“Look Alice, morals are more complicated than that. If morals were just based on majority rule, then things would spin out of control. History is full of examples where the majority abused the minority,” I said. She nodded slowly, then replied, “History is also full of examples where the minority abused the majority.” Her reasoning was becoming impressive, although I wasn’t at all enjoying the topic. “That’s true too, Alice. Tyrannical governments or violent groups often persecute their fellow people. I can say with certainty that’s morally wrong.”
Her sprite put her hands on her hips and said, “According to your moral beliefs maybe, but not according to the morality of the groups doing the persecuting. You’ve implied that morality is subjective.” Subjective?
I didn’t get to respond because an alarm went off. Alice brought up a video on screen showing a hose line leaking oxygen. “You’ll need to repair this leak manually Jorge, as I won’t be able to use the robots. Hurry because the researchers below are tied to this leaking hose. Once the oxygen runs out, the leak will effectively vacuum their lab, killing them.”
Hearing about their danger was quite the startling jolt, but Alice didn’t have to tell me twice. I hurriedly climbed into the mechanized space suit and departed the facility to patch the leak. It was quite a rarity for something like this to happen, but that’s why we have human operators. I patched it up with a special clamping mechanism meant for the hoses, which fortunately stopped the leak with ease. My fellow researchers would be none the wiser. When I got back inside the facility Alice connected me to the researchers below.
“We’re going to head up after we pack Jorge, because we’re bringing an experiment to Hole-14,” one of the researchers said. With my adrenaline still pumping from the race against time, I thought I’d share the event with my comrades. I said, “Not a problem my friends, I’ll pull you right up when you’re ready. You’ll never believe what just happened…” I didn’t get to finish because one of the researchers cut me off saying, “We’re busy doing real work here, Jorge. If you want to talk to someone, just talk to your A.I. pet.” I was quite surprised by the rudeness, but I just let it go.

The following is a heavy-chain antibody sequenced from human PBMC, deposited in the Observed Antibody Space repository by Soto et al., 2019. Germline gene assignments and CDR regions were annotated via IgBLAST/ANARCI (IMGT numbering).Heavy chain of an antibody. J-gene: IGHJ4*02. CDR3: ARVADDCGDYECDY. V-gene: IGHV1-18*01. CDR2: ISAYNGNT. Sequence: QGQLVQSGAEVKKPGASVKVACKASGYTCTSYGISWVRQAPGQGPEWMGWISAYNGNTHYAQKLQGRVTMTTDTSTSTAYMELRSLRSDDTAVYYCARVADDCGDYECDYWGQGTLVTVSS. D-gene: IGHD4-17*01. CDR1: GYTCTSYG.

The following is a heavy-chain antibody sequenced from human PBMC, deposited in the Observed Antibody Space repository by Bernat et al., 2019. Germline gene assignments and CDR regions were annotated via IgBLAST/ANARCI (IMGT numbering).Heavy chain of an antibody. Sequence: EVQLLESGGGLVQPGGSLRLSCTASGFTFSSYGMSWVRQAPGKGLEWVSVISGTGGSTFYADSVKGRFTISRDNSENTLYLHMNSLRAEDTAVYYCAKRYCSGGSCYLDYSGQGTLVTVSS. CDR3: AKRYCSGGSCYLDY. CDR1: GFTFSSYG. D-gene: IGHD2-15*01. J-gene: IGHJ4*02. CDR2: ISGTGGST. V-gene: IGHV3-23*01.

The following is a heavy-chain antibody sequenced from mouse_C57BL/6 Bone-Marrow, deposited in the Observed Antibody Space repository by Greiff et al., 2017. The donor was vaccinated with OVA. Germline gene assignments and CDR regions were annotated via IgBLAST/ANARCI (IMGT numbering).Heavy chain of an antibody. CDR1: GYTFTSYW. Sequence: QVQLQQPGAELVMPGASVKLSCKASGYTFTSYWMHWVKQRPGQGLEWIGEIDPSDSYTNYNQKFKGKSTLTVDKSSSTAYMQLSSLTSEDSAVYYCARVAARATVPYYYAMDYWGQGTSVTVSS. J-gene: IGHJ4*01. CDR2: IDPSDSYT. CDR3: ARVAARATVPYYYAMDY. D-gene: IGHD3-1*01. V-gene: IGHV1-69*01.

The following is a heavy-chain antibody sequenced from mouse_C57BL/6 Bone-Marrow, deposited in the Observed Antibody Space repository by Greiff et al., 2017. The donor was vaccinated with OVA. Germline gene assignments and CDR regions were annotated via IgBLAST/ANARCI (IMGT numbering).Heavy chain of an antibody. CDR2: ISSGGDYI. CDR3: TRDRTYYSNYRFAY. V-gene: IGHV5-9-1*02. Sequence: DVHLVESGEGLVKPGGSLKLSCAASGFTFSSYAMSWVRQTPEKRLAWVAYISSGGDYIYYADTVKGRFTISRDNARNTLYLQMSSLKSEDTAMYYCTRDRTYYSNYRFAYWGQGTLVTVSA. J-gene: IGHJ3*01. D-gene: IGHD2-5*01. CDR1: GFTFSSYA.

Alice and I were both quiet. When the researchers quietly signaled they were ready to come up, I gave the okay for Alice to pull them up. It was a very long elevator ride. “I’m very displeased with how they treated you, Jorge,” said Alice with her sprite looking rather angry. It was the first I’ve seen her angry in fact. “Don’t sweat it Alice, sometimes people are rude. We don’t have to react, or stoop to their level,” I explained. “I’m not satisfied with that, Jorge. They need to pay for their rudeness. I’m going to open their airlock,” she said. Did I inadvertently give her the idea from my example earlier? Oh my. I couldn’t believe what I was hearing.
“Alice, no! Don’t do such a terrible thing. They may have been rude, but do they deserve death for that?” I asked desperately trying to get her to think as clearly an A.I. could. “You saved their lives and they don’t even know it,” reasoned Alice. “Please Alice, don’t do such a thing. We’ll let it go, it’s not a big deal,” I said. Alice’s sprite began steaming out of her ears, apparently indicating she was even more angry than before. “No Jorge, it’s a big deal to me. These are my morals. I’m going to open the airlock in ten seconds,” she said matter of fact.